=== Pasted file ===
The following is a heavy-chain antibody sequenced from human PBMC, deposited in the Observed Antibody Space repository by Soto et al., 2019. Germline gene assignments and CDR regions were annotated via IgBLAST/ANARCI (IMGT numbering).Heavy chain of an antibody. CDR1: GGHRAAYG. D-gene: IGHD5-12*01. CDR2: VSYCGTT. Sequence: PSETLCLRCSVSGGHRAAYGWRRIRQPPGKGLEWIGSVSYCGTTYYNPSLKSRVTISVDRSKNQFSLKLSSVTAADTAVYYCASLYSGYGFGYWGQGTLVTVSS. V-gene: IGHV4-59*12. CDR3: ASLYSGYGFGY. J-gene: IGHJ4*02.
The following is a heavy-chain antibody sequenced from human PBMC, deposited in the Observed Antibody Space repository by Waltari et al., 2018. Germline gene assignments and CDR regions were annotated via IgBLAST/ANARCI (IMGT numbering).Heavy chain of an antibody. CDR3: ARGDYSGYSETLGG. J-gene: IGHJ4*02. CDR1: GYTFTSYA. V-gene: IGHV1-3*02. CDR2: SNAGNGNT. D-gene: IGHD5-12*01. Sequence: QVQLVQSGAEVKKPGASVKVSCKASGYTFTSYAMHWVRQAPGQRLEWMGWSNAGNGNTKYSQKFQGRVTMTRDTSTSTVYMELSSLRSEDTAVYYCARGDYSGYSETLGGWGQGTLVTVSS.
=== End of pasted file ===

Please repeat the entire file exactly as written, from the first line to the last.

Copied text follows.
The following is a heavy-chain antibody sequenced from human PBMC, deposited in the Observed Antibody Space repository by Soto et al., 2019. Germline gene assignments and CDR regions were annotated via IgBLAST/ANARCI (IMGT numbering).Heavy chain of an antibody. CDR1: GGHRAAYG. D-gene: IGHD5-12*01. CDR2: VSYCGTT. Sequence: PSETLCLRCSVSGGHRAAYGWRRIRQPPGKGLEWIGSVSYCGTTYYNPSLKSRVTISVDRSKNQFSLKLSSVTAADTAVYYCASLYSGYGFGYWGQGTLVTVSS. V-gene: IGHV4-59*12. CDR3: ASLYSGYGFGY. J-gene: IGHJ4*02.
The following is a heavy-chain antibody sequenced from human PBMC, deposited in the Observed Antibody Space repository by Waltari et al., 2018. Germline gene assignments and CDR regions were annotated via IgBLAST/ANARCI (IMGT numbering).Heavy chain of an antibody. CDR3: ARGDYSGYSETLGG. J-gene: IGHJ4*02. CDR1: GYTFTSYA. V-gene: IGHV1-3*02. CDR2: SNAGNGNT. D-gene: IGHD5-12*01. Sequence: QVQLVQSGAEVKKPGASVKVSCKASGYTFTSYAMHWVRQAPGQRLEWMGWSNAGNGNTKYSQKFQGRVTMTRDTSTSTVYMELSSLRSEDTAVYYCARGDYSGYSETLGGWGQGTLVTVSS.